For date night or a special occasion, consider Bravo Restaurant & Lounge or Vita Bella. Bravo offers a casually elegant cosmopolitan dining experience with an innovative Pacific North-West flare. Chef Leo of Vita Bella Italian Bistro brings 25 years experience to Chilliwack. Chef Leo assisted in opening four restaurants for others, and as Executive Chef at the Lonsdale Quay Hotel in North Vancouver, Leo was nominated for Best Desserts by Where Magazine in 2000. Leo was nominated for Best Italian Restaurant by Where Magazine, in 2008 and 2009.
Public transit does not currently extend into Chilliwack Mountain. Most residents drive to work in Downtown Chilliwack or commute to outlying cities on the Trans-Canada Hwy (Hwy 1). It's 12 minutes (7.0 km) to Downtown via Wolfe Road.
Fortunately, Hwy 1 is right at the foot of Chilliwack Mountain. Hwy 1 is a four-lane to six-lane expressway from Horseshoe Bay to Hope, and it runs right through Chilliwack. The commute from Chilliwack Mountain into Vancouver is 1 h 16 min (98.9 km), or 27 min (30.6 km) to Abbotsford, taking Hwy 1. The Yale Lickman Park N Ride is another option for commuters, and BC Transit's Fraser Valley Express (FVX) Route 66 stops in Abbotsford and Walnut Grove (Langley), with connections to Metro Vancouver's TransLink network.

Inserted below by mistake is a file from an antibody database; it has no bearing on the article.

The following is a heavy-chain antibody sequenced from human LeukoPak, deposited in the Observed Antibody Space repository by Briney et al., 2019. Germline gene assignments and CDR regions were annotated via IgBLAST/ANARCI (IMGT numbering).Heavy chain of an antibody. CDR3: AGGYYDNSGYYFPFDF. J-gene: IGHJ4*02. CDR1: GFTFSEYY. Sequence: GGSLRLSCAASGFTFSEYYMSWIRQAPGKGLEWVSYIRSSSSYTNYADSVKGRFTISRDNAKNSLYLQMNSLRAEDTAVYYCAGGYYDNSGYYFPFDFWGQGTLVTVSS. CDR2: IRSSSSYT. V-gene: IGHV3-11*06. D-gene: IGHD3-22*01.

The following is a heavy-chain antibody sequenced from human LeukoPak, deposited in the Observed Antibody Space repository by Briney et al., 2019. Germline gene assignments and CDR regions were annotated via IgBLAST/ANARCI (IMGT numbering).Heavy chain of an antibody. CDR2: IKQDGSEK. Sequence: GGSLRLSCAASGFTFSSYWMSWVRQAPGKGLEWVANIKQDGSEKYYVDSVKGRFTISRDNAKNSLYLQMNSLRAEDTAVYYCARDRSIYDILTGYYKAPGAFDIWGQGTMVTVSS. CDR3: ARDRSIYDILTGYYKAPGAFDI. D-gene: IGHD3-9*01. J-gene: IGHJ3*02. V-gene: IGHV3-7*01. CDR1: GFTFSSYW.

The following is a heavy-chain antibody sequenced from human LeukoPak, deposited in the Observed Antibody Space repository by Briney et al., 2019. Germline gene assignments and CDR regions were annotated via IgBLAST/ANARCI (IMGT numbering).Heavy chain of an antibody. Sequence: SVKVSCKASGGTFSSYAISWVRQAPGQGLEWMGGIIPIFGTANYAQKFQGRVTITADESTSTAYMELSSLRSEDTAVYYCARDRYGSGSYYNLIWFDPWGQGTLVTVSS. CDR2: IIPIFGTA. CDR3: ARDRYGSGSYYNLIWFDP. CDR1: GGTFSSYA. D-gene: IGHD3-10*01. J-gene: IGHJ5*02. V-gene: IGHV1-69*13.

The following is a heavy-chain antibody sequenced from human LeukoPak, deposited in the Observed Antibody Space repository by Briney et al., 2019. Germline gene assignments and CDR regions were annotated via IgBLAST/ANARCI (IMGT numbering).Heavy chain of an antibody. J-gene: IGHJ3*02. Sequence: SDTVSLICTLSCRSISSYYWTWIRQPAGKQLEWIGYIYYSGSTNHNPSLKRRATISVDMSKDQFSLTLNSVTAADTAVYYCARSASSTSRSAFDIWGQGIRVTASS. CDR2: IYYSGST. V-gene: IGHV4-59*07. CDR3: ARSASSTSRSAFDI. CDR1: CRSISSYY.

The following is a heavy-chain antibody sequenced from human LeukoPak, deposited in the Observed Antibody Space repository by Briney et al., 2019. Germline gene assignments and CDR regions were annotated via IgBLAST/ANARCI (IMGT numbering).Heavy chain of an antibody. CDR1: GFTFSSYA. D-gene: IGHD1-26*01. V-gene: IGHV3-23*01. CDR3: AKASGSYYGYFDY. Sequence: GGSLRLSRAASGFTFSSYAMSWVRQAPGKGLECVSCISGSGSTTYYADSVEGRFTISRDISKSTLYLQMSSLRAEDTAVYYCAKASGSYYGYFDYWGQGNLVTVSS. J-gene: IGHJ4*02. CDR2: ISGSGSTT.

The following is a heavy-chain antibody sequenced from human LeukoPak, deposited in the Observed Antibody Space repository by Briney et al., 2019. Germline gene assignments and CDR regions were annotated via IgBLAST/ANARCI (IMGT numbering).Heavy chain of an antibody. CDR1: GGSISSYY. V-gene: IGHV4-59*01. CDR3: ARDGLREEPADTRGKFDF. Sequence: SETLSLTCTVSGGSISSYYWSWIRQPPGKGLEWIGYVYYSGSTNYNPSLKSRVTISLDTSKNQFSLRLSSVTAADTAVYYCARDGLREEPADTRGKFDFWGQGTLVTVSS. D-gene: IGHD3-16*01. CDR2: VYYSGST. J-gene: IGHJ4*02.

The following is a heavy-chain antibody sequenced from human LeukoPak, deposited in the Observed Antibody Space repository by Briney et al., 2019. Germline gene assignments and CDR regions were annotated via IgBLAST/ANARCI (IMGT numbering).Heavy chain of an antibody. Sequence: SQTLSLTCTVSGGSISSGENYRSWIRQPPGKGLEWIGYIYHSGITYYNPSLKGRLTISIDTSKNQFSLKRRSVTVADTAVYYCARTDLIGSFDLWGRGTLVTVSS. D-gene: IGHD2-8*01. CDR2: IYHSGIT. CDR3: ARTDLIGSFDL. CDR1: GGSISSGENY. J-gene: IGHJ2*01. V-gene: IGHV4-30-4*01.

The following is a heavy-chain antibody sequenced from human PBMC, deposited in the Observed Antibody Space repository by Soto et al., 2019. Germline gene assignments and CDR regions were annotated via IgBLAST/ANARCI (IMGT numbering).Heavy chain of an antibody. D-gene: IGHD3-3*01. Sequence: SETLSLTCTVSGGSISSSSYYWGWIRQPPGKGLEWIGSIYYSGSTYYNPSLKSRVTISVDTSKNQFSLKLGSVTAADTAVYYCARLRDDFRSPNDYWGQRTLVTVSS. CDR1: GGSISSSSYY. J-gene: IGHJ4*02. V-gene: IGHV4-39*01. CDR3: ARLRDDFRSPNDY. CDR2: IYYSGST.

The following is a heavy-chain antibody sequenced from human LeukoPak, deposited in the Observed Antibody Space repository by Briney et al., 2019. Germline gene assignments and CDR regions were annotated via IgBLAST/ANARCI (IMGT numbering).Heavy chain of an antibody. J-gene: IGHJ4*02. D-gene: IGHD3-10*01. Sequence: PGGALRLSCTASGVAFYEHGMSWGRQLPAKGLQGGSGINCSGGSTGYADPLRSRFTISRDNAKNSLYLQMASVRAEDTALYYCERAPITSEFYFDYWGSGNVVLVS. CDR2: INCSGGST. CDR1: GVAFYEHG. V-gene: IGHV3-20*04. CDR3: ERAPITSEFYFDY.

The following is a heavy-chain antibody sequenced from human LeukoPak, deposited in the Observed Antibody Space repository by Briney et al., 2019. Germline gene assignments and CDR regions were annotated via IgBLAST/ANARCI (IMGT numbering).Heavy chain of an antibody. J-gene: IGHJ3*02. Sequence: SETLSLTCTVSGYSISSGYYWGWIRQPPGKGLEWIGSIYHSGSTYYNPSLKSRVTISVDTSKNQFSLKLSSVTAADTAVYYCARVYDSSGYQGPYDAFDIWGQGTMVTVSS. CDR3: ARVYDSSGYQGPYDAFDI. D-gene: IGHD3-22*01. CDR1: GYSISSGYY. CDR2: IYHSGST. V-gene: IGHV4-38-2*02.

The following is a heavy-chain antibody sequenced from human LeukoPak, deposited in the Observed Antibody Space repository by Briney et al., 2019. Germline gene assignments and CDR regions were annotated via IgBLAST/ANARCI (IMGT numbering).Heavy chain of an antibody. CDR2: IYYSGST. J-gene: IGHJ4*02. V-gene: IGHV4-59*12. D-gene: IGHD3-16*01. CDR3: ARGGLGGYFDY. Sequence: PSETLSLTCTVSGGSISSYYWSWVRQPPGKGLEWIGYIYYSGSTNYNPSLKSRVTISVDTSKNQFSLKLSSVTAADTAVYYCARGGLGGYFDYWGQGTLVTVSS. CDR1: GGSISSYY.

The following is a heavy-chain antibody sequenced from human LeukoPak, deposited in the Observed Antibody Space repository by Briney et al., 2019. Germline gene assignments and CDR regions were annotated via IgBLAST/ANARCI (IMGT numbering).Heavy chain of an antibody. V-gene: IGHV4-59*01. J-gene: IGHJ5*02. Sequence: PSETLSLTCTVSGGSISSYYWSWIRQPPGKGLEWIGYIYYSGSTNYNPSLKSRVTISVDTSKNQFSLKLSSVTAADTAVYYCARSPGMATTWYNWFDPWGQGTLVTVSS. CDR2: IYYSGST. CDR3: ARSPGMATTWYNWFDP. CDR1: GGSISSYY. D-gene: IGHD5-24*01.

It's popular for Chilliwack Mountain residents to catch a quick ride 'down the hill' to Yale Road or the Downtown Exchange. Chilliwack Transit System runs a fleet of 9 buses that operate along regularly scheduled routes throughout its metropolitan area. Chilliwack has roughly 175 km (109 mi) of bike lanes throughout the city, with additional lanes being added every year. For Chilliwack Mountain's industrial strip, the Trans-Canada Highway (Hwy 1) and a CN rail line follow the south boundary of the mountain.
Chilliwack Airport is a small regional airport in Downtown Chilliwack. Far West Helicopters operates a fleet of 4 Bell 206 Jet Rangers based out of Chilliwack Airport, for commercial helicopter operations, charters and sightseeing. Abbotsford International Airport is located 42 km (26 mi) west of Downtown Chilliwack and they offer scheduled service to Victoria, Calgary, Edmonton and Toronto, with connections with international destinations.
The Chilliwack Cultural Centre is the city's venue for the performing and visual arts. The building is home to the Chilliwack Players' Guild and the Chilliwack Academy of Music. It has two theatres that host a mix of local, national and international performances. The Culture Centre's